It was a big week for Black Star. We were on the road taking the station to the people, beginning at Cairns Indigenous Art Fair (CIAF) for 3 days, then like “show people” we packed up and travelled up to Cooktown, for the annual NAIDOC week celebrations held at the PCYC, and then we packed up and went to the Atherton State High School for a NAIDOC day of celebration, entertainment and food.
Our first engagement was at CIAF celebrating the 10th year of the art fair. The event was huge, it was like show day at the Cairns Show, lots of peo
ple looking at the Indigenous art on display and also the art works from the community art collectives available for the people to buy.
Sales were popular and the traffic was heavy. Some of the stalls sold out of their stock on the first day and one sold out in 2 hours of the first day, so good was the quality of work. The average punter had to compete with the gallery owners from all over the country, who were prepared to pay the premium prices for the quality sculptures and paintings. This was our first CIAF, but we will be back next year promoting the Indigenous artists and art collectives which cover all of the Black Star Network communities. The broadcasts were heard by all of the 19 network outlets, giving the people who could not afford to travel to Cairns, the opportunity to stay in touch with the activities down in the big smoke over the 18 hours and 52 interviews of the live broadcast.
It was the second time we had broadcast the Cooktown NAIDOC event. The organisers did a great job in promoting it. Schools from around the region attended and there was lots of awards for the participants, food, drinks, and entertainment. We were kept busy with interviews with elders, students, rangers, council, and NGO’s. Cooktown NAIDOC is unique, it is well attended by school students, mums and dads, teachers, elders and carers.
We are gearing up next year, for a month of activities built around the 2020 anniversary of the landing of Captain Cook, on the Endeavour River to repair his ship after colliding with a reef. He beached his ship on the site of present day Cooktown.
The history is that Cook landed, on what is well know among the Traditional Owners as common ground, shared by the tribes. Following a dispute over turtles that had been illegally taken, tensions rose and were eased when an elder approached Cook in an act of reconciliation and broke the heads of the spears, signifying that no fighting would occur on the common ground. Black Star will be in Cooktown for the month long celebrations in 2020 and also at Laura festival and NAIDOC, promoting the indigenous culture and heritage of peoples of the region. We’d like to thank the Aboriginal Corporation Gungarde, for organising the event and also the Council for their assistance, the PCYC for the venue and people who participated in the interviews.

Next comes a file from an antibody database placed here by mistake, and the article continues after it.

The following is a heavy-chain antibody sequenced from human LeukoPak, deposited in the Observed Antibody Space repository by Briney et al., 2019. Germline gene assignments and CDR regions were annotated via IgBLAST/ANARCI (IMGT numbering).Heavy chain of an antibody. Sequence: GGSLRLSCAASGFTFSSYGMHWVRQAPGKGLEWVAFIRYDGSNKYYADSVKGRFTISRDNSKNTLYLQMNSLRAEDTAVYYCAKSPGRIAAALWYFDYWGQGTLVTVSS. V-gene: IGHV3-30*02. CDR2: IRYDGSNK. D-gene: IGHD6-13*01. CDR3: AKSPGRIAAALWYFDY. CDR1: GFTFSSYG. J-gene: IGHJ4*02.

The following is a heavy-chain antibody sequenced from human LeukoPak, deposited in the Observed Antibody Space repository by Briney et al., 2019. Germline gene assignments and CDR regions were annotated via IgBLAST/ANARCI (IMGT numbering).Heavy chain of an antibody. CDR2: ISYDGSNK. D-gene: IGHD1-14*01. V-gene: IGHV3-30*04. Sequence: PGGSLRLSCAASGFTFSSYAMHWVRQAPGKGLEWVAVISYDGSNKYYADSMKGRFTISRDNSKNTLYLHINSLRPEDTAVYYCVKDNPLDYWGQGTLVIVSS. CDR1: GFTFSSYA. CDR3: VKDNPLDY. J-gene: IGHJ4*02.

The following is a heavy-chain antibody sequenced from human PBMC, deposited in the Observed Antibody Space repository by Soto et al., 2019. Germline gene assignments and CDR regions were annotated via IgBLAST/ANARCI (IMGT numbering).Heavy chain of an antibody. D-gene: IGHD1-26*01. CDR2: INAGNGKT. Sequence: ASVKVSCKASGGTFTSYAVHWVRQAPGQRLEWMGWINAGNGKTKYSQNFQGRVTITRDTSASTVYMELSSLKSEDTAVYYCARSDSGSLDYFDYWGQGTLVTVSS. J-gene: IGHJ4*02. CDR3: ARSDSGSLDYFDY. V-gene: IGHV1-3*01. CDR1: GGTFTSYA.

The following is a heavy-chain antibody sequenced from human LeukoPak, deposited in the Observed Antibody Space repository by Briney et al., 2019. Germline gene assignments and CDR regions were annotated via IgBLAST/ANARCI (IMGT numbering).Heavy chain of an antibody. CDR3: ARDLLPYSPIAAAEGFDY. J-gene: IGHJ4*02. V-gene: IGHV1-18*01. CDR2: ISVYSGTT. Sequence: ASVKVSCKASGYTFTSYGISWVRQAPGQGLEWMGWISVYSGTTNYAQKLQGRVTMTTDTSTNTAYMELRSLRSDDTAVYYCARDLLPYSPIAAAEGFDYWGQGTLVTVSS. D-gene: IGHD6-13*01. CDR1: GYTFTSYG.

Then it was back to Atherton for the NAIDOC day celebrations, at the State High School to round off the week.
Atherton NAIDOC reminded me of the old NAIDOC days, big feed, local entertainment, lots of families. In contrast to the Cooktown event, Atherton was more family focused, we met a lot of the local family groups and traditional owners and owner groups. Its not surprising, that there is a large population of indigenous peoples in and around the Atherton Tablelands, considering they have been there for thousands of years. One cave site has revealed, occupation going back 45,000 years.
The Djirrbal and Ngadjonji tribes were part of the Djirrbalngan language group, other tribal areas were the Jidabal and Barbarum, while the northern end around Kuranda was the domain of the Yidinji and the Yidinji Yabanday (tribal land boundary) covered a large area from the Barron River in the north to the Russell River in the south, east to the Murray Prior Range and west to Tolga. The Yidinji consists of 8 clans who are the custodians of the tribe’s estate.
Many of the people who we met were descendants of these clan nomenclatures and people of the present day tablelands. The NAIDOC in Atherton has been only going a short time and judging by the success the event will only get bigger. The entertainment was great, traditional dancers put on a great show of local dancers and were also supported by Torres Strait dancers. A big hit was the all female band of 4 talented up and coming artists led by Indigenous artist and singer songwriter Aziah Davis.